Looking at the far left, the first thing that stands is his sample size of 300 scripts, and his results. Of the 300 script, he outright rejected 203. He recommended only 8. In my experience as a craps dealer, I’m all about odds. It’s comforting to know up front that if you’re going the need-Hollywood-$$$-Old School method that you’re chances are about 100 to 1 in getting that spec script past the Reader. Ouch….
Digging deeper, we see some fairly predictable stats: Average page count: 107 pages. Male Hero-Male Villain was the most popular model with 137 scripts. Female Hero-Female Villain appeared in a mere 17 scripts. Male writers wrote 270 of the 300 scripts while women wrote only 22. You hear talk of the ageism and sexism in Hollywood, but you rarely get an objective number to back that up. Hmmm….
How about the genre you’re writing? What are readers looking at in Hollywood? Leading this reader’s list is HORROR with 49 scripts, followed by CRIME/GANGSTER at 41, THRILLER at 36, and BROAD COMEDY at 31. Bringing up the rear are BLACK COMEDY with 4 and WESTERNS with 2. Perhaps this explains why, if you’re like me and write black comedy not broad comedy, you can’t seem to gain traction with L.A. readers. It’s because unless you’re the Coen Brothers or Wes Anderson, the Dark Lords aren’t terribly interested in Black Comedy. Do know the movie you’re about to write, or are writing. If you need their money, know what the hell they’re buying.
Toward the middle of the infographic it gets really interesting, with the recurring problems that lead to rejection. What are the 292 scripts doing that don’t get this guy’s recommendation? Incredibly, he numbered them!
•Story Starts Too Late: 69 scripts
• No Conflict: 57
• Formulaic: 53
• Not Enough Story: 53
I often talk in my Columbia College classes about the first five pages being valuable real estate. This isn’t anything revelatory. You’ve got an objective and quite critical eye looking at your labor of love that took six months to write—why would it surprise you that you have very little time to make an impression. The format must be professional. The characters original. The premise smoking. No confusion on the POV character, who I’m supposed to be following. Clean, clipped writing style. Force the eye down the page, vertically. Only essentials for dialogue and action lines. Pick a killer Point Of Entry. The movie must begin there. Establish four things: The world, the tone, the key characters, the beginnings of conflict. And don’t forget: The reader has tired eyes. Poor baby, what can I get you for your recommendation, a pipe and slippers? In addition to the blood, sweat, and tears that it took to write the freakin’ thing!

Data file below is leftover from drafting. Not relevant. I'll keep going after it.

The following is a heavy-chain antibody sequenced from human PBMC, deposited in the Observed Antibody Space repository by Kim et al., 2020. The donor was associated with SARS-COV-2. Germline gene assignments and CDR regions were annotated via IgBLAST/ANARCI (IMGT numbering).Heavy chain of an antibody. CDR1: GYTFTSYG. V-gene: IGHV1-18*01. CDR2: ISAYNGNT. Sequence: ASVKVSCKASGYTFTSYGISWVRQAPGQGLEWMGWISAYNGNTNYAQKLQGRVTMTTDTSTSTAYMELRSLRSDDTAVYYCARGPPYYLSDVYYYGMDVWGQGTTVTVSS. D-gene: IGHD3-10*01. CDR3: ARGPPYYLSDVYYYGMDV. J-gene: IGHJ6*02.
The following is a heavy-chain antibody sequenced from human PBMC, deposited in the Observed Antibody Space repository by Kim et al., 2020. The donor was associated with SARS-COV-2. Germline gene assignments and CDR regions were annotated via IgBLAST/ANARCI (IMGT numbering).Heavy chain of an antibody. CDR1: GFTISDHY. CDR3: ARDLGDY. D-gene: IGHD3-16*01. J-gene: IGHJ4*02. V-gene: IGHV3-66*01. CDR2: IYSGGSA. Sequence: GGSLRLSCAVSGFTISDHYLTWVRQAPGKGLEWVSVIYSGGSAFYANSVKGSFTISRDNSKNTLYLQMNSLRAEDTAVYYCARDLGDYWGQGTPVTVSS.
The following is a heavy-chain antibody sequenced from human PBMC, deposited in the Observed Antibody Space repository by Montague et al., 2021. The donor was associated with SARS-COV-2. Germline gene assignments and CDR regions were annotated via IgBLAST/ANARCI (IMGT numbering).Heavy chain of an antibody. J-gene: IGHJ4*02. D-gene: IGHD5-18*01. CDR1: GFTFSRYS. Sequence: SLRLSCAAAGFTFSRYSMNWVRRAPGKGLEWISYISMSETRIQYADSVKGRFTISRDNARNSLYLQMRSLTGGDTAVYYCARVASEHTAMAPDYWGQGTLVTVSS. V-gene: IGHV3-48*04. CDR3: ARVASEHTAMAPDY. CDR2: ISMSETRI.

A few more categories for rejection that stood out to me:
•Protagonist is a Standard Issue Hero: 39 scripts
• Characters are Stereotypes: 31
• Characters are Indistinguishable: 19
The first two categories here are pretty close to the same and are born from a guy who reads a TON of scripts being disappointed he has seen and seen the characters in your movie. Disconcerting, is it not, that 50,000+ screenplays a year are registered at the Writer’s Guild. In a world where everyone is writing a screenplay, how the f*&^ do you write a truly original character? This is a conversation better left for pure character discussion, but a good start might be to understand exactly what this reader calls “standard issue” and do just the reverse. Going against, sounds like a strategy to me.